The nomination period for October’s municipal elections is over, and the lists of candidates for Minden Hills and Algonquin Highlands are in. You can find them in a story in this week’s edition, but also published on the township’s websites.
There are fewer acclamations than there initially appeared there might be, but still a number of them.
In Algonquin Highlands, Mayor Carol Moffatt will reclaim her seat by acclamation. It will be the third term Moffatt has served as head of council, and she has run unopposed each time. While this is not the most interesting thing from a journalistic perspective, three consecutive acclamations for the mayor’s (formerly reeve’s) chair is certainly an endorsement from a community satisfied with its leader.
“Thank you to the people of Algonquin Highlands for allowing me to serve as mayor for a third term,” Moffatt posted on Twitter. “I look forward to continuing to work for the community.”
Ward 2 councillors Lisa Barry and Liz Danielsen will also reclaim their seats by acclamation, meaning three of five seats on AH council were acclaimed.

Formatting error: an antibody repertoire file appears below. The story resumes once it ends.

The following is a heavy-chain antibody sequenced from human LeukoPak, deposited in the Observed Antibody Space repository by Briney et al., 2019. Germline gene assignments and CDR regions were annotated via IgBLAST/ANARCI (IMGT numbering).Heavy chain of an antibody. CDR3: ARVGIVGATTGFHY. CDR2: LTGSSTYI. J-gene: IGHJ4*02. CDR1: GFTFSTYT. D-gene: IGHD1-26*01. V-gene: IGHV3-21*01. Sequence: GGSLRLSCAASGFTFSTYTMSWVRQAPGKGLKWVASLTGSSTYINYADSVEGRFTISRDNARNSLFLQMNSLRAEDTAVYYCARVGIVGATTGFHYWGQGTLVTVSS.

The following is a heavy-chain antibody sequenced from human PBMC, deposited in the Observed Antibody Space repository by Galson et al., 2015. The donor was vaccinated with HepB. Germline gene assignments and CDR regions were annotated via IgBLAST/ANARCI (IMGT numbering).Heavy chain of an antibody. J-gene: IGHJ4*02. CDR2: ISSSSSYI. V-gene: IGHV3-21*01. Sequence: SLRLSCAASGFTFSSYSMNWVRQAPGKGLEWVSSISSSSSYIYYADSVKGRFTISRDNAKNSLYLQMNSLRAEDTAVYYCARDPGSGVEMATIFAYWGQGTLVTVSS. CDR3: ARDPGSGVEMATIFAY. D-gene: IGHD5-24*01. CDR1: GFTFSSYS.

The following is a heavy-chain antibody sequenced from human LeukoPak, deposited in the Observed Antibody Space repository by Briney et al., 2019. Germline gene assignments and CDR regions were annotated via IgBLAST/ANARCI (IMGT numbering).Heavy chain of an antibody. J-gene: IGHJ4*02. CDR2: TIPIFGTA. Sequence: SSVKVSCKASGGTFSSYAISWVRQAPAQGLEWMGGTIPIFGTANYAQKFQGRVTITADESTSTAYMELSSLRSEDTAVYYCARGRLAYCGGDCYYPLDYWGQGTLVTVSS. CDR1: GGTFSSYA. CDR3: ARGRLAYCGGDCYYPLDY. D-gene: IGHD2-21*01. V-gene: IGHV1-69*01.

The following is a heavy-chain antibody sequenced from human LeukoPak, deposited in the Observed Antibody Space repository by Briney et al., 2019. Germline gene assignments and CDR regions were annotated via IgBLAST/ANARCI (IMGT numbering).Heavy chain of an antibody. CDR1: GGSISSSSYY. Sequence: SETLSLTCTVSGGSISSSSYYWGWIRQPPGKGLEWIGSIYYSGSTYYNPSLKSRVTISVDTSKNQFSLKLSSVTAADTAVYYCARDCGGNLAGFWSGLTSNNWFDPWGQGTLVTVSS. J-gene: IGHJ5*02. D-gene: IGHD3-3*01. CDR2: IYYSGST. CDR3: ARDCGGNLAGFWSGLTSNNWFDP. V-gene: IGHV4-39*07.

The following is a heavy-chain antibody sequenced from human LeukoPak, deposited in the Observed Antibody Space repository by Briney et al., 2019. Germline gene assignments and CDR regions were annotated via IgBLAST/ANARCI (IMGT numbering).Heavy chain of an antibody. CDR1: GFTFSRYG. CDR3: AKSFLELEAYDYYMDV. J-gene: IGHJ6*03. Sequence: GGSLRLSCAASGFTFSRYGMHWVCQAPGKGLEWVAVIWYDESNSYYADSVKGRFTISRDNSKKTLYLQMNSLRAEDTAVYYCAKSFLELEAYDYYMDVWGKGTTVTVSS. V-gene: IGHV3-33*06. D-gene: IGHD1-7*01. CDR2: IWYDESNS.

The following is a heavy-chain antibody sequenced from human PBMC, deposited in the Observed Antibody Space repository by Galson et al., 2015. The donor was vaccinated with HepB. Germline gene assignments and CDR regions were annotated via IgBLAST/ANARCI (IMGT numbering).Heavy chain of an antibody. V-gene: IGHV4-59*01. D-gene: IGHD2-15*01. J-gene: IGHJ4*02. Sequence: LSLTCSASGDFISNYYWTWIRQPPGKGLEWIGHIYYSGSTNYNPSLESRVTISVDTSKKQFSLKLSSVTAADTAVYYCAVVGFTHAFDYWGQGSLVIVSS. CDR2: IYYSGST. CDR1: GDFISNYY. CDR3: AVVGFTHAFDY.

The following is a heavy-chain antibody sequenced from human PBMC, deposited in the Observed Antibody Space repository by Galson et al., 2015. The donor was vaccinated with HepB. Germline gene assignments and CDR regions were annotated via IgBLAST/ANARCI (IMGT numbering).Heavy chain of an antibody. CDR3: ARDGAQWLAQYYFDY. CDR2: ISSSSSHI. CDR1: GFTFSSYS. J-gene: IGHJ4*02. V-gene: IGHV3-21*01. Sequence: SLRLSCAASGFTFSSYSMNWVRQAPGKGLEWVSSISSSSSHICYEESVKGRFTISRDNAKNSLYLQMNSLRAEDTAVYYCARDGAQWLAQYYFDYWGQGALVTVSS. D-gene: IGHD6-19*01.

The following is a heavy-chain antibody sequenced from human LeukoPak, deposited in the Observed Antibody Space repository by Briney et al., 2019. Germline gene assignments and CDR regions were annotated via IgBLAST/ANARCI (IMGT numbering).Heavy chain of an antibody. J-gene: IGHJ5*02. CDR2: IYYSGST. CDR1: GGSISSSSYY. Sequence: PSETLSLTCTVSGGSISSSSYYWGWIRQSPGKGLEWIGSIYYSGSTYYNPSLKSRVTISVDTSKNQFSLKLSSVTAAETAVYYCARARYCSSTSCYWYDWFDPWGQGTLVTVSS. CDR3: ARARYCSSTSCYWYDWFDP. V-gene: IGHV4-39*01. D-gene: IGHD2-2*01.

There are races in Wards 1 and 3, and readers will find out what those candidates have to say on various issues as the municipal election campaign unfolds.
In Minden Hills, for a long time it seemed like Mayor Brent Devolin may also be acclaimed to his second term. However, two last-day entries in the form of Wayne Hancock and Jarrett Campbell will see a three-way race for the mayor’s chair in Minden.
The only acclamation in Minden Hills is for the deputy mayor’s position. Longtime Ward 1 Councillor Lisa Schell will be the township’s new second-in-command, for the first time taking a seat at the county council table.
There are races for all other positions in Minden Hills. Most of them are two-person competitions, except in Ward 1, the former Anson, Hindon and Minden township, where six people will vie for its two seats. That will certainly be an interesting race to watch.
While municipal government is the level of government we interact with most in our daily lives, it has the lowest voter turnout of any level of election, typically hovering around 40 per cent.
In the 2014 election, voter turnout in Haliburton County’s townships ranged from 36 per cent in Algonquin Highlands to 44 per cent in Dysart et al. The figures for Minden Hills and Highlands East were 42.5 and 40 per cent, respectively.
Municipal elections are an opportunity to choose the people who make the decisions that affect your everyday life. They are important. So familiarize yourself with your candidates. Give them a call. Follow them on social media. Read about them in this publication. Attend candidates’ meetings or events where they are speaking.
And, on Oct. 22, vote.